Posts: 201
Originally Posted by VP959 View Post
Interesting, I had no idea it was such a versatile instrument.

Makes me wonder why someone hasn't produced an app that can do all that. Just hold the 'phone in the right place and it tells you what's wrong...
It has been done already...

http://www.peterjbentley.com/istethoscopepro.html
james ozzie is offline  
Old 11th Nov 2019, 21:01
  #11 (permalink)  

Avoid imitations
 
Join Date: Nov 2000
Location: Wandering the FIR and cyberspace often at highly unsociable times
Posts: 12,316
I have a mechanics' stethoscope and use it to pinpoint where engine noises are coming from. Very useful bit of kit. My AME also uses a medical stethoscope (he's a bit of a petrol head so I hope he wipes it first).
ShyTorque is offline  
Old 11th Nov 2019, 21:51
  #12 (permalink)  
See and avoid
 
Join Date: Mar 2003
Location: USA
Posts: 487
I agree that doctors are no longe trained to use them.

As to whether they spend enough time with each patient using a stethoscope or a similar device to adequately diagnose common problems in a timely manner is a separate question.
visibility3miles is offline  
Old 11th Nov 2019, 22:32
  #13 (permalink)  
 
Join Date: Apr 2008
Location: Out in the sticks in DE56
Age: 81
Posts: 543
Was on a respiratory ward for a few days last week. Stethascope used by someone every day. Reassured to hear them report - no wheezes, no rattles, after the day of admission.

I used to have one of 'em back in the day: useful for listening to engines of sundry cars. Lost it somewhere along the line... suspect 'borrowed' by no. 1 son whilst fancy-dressing. Discovered that a stick on engine block with other end applied to skull worked really rather better!
jimtherev is offline  
Old 11th Nov 2019, 23:46
  #14 (permalink)  
 
Join Date: Jun 2002
Location: CYYC (Calgary)
Posts: 5,104
I thought this thread was going to be about using large screwdrivers as stethoscopes to listen to engines.

I see it has been mentioned, but I was very impressed when I was shown this trick and I’ve used it many times since.

in Stanley Hooker’s autobiography “Not Much of an Engineer”, he mentions engine-testers using screwdrivers to listen to Merlins running at full chat. No hearing protection of course!

India Four Two is offline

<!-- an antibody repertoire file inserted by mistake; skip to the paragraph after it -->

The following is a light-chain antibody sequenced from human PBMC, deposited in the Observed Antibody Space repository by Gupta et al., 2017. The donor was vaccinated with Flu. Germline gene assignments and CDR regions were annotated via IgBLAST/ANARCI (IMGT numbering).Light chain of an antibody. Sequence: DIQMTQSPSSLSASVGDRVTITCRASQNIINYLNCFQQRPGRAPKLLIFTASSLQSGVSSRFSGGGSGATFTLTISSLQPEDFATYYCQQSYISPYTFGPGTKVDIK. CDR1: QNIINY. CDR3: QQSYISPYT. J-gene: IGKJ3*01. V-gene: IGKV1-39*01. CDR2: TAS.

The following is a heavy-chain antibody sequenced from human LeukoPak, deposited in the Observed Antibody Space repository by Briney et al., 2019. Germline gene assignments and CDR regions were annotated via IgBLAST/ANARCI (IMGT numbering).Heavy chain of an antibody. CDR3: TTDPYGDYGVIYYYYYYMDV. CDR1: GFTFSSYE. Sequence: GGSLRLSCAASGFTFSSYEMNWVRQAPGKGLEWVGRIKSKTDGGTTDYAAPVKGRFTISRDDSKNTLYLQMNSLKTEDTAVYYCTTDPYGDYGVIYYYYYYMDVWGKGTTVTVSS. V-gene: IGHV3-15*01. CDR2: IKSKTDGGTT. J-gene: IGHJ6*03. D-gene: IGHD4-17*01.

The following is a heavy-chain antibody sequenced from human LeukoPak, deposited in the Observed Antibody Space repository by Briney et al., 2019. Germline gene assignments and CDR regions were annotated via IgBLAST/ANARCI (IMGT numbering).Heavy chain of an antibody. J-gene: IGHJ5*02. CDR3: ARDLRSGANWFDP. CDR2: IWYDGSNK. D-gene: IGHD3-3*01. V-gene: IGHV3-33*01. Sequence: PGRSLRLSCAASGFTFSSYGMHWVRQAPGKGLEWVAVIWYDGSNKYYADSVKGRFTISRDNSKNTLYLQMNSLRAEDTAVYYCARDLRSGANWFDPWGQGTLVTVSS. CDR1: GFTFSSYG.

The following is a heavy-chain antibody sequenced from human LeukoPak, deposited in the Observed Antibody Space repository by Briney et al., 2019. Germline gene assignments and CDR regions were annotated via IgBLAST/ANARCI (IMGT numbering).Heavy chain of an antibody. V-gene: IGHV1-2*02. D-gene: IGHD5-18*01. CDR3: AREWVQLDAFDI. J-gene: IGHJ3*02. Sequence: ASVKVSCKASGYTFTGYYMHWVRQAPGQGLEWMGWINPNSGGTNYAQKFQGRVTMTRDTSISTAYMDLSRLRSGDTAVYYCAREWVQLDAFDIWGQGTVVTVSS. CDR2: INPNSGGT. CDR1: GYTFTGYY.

Old 12th Nov 2019, 00:17
  #15 (permalink)  
 
Join Date: Dec 2011
Location: uk
Age: 62
Posts: 55
The screwdriver, as I mentioned earlier in my delirium above, used as a stethoscope I have used thousands of times... You can hear rod saddles, bearings, valves, pumps impellers, crankshafts, piston rings etc.... with great precision. (with someone at the flywheel or crancking or even engine running) In my trade, as a shipwright, sounds are of great help to sound the wooden hulls or members. In my Marine Surveyor's tools box, hammer, malet and srewdriver, as well as an Opinel pocket knife are my most useful tools...... (or were as I am now retired...). On the medical side, as a young boy, I was always surprised when the familly doctor was using his own bloody ear, without a stethoscope!!! to listen to my chest and my back... Funny how he was also always fondling my balls (to check for testicular cancer I suppose?!!!) I think he did not quite make it to retirement as a Doctor if my memory serves me right... I guess in the Sixties it was common practice?

Last edited by alicopter; 12th Nov 2019 at 01:02.
alicopter is offline  
Old 12th Nov 2019, 04:48
  #16 (permalink)  
 
Join Date: Mar 2005
Location: America's 51st State
Posts: 189
Stethoscopes are normally only used by doctors in this country when being photographed for a magazine, newspaper or TV...
VH-MLE is online now  
Old 12th Nov 2019, 05:57
  #17 (permalink)  
 
Join Date: Jul 2013
Location: NV
Age: 71
Posts: 147
See my doc 4x per year.

PA checks weight, BP and using the finger clamp checks pulse and O2 level.

Doc, every time, uses the scope on chest and back. Checks the glands in the neck. Checks the ears with the light. Does the tongue out and say ah.

Once a year he does a DRE and occult blood test. And checks the meat and 2 veg (cough, cough). Once a year 6 months after DRE he includes PSA test in the blood test.
IBMJunkman is offline  
Old 12th Nov 2019, 10:12
  #18 (permalink)  
 
Join Date: Oct 2005
Location: Fliegensville, Gold Coast Australia
Posts: 35
During some prolonged treatment at the Royal Brisbane & Womens Hospital recently, would see me traversing various large courtyards linking various medical facilities at various times of the day. Invariably young (I mean young!) doctor types were present wearing Stethoscopes out in the courtyards...not sure what for other than to signal to everyone they were a medical student?? Mac the Knifes diagnoses via a stehoscope is impressive, sure none of the young steho wearing 'kids' could do that !!
Fliegenmong is offline  
Old 12th Nov 2019, 10:36
  #19 (permalink)  
 
Join Date: Dec 2016
Location: The Twain
Posts: 83
Mrs Anxiao uses one daily at her work - as a veterinarian.

One of the challenges of animal health is that you do not usually get a good reply to the question, "where does it hurt?". The owner is usually not too sure either. So the basics of working up a case involves using any kind of diagnostics that may help to clarify the pathology. She tells me that her stethoscope training went on for weeks, and was reinforced daily throughout her six years degree. She tried to demonstrate and teach me a minor abnormality in our dog with it, and all I heard was a flub-dub. She could hear an orchestral symphony from the heart.

So it is still very valid in health diagnostics. But as I discovered it is a highly skilled ability.
anxiao is offline  
Old 12th Nov 2019, 11:02
  #20 (permalink)  
 
Join Date: Aug 2002
Location: South of France
Posts: 1,035
In contrast, my GP in France used one every visit.
Yep, mine too but it seems to just be part of the process necessary before he prescribes yet another bucketful of pills....and I'm not even ill! If ever anyone is taken poorly in France, just knock on the nearest door. Every household has enough drugs to perform minor surgery.
strake is offline  

Thread Tools
Search this Thread

Contact Us Archive Advertising Cookie Policy Privacy Statement Terms of Service

Copyright 2018 MH Sub I, LLC dba Internet Brands. All rights reserved. Use of this site indicates your consent to the Terms of Use.